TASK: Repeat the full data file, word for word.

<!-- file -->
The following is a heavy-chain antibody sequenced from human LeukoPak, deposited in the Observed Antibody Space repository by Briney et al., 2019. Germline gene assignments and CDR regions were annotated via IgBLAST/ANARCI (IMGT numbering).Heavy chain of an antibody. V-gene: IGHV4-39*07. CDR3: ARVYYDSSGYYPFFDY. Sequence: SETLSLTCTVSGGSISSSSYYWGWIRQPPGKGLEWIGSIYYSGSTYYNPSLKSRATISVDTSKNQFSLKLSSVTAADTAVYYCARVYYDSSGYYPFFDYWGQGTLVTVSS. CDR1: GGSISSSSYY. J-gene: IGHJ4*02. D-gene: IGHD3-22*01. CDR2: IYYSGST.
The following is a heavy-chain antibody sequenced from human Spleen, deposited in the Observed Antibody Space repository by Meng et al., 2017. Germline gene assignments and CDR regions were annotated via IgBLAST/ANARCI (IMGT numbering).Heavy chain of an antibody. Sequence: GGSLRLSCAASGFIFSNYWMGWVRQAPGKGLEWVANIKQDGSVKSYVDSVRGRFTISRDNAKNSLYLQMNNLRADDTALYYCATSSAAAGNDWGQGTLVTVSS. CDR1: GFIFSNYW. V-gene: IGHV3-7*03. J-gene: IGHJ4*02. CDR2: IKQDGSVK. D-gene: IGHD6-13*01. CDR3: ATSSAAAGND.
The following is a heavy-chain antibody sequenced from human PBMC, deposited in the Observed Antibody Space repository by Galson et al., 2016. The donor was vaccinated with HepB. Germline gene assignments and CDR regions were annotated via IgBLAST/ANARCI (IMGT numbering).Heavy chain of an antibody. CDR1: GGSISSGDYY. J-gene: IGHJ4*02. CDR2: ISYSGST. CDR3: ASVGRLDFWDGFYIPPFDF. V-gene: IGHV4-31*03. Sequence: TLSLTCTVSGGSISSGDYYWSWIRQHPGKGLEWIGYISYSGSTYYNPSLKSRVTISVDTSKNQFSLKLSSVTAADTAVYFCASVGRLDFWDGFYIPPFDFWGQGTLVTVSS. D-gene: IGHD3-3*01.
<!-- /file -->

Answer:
The following is a heavy-chain antibody sequenced from human LeukoPak, deposited in the Observed Antibody Space repository by Briney et al., 2019. Germline gene assignments and CDR regions were annotated via IgBLAST/ANARCI (IMGT numbering).Heavy chain of an antibody. V-gene: IGHV4-39*07. CDR3: ARVYYDSSGYYPFFDY. Sequence: SETLSLTCTVSGGSISSSSYYWGWIRQPPGKGLEWIGSIYYSGSTYYNPSLKSRATISVDTSKNQFSLKLSSVTAADTAVYYCARVYYDSSGYYPFFDYWGQGTLVTVSS. CDR1: GGSISSSSYY. J-gene: IGHJ4*02. D-gene: IGHD3-22*01. CDR2: IYYSGST.
The following is a heavy-chain antibody sequenced from human Spleen, deposited in the Observed Antibody Space repository by Meng et al., 2017. Germline gene assignments and CDR regions were annotated via IgBLAST/ANARCI (IMGT numbering).Heavy chain of an antibody. Sequence: GGSLRLSCAASGFIFSNYWMGWVRQAPGKGLEWVANIKQDGSVKSYVDSVRGRFTISRDNAKNSLYLQMNNLRADDTALYYCATSSAAAGNDWGQGTLVTVSS. CDR1: GFIFSNYW. V-gene: IGHV3-7*03. J-gene: IGHJ4*02. CDR2: IKQDGSVK. D-gene: IGHD6-13*01. CDR3: ATSSAAAGND.
The following is a heavy-chain antibody sequenced from human PBMC, deposited in the Observed Antibody Space repository by Galson et al., 2016. The donor was vaccinated with HepB. Germline gene assignments and CDR regions were annotated via IgBLAST/ANARCI (IMGT numbering).Heavy chain of an antibody. CDR1: GGSISSGDYY. J-gene: IGHJ4*02. CDR2: ISYSGST. CDR3: ASVGRLDFWDGFYIPPFDF. V-gene: IGHV4-31*03. Sequence: TLSLTCTVSGGSISSGDYYWSWIRQHPGKGLEWIGYISYSGSTYYNPSLKSRVTISVDTSKNQFSLKLSSVTAADTAVYFCASVGRLDFWDGFYIPPFDFWGQGTLVTVSS. D-gene: IGHD3-3*01.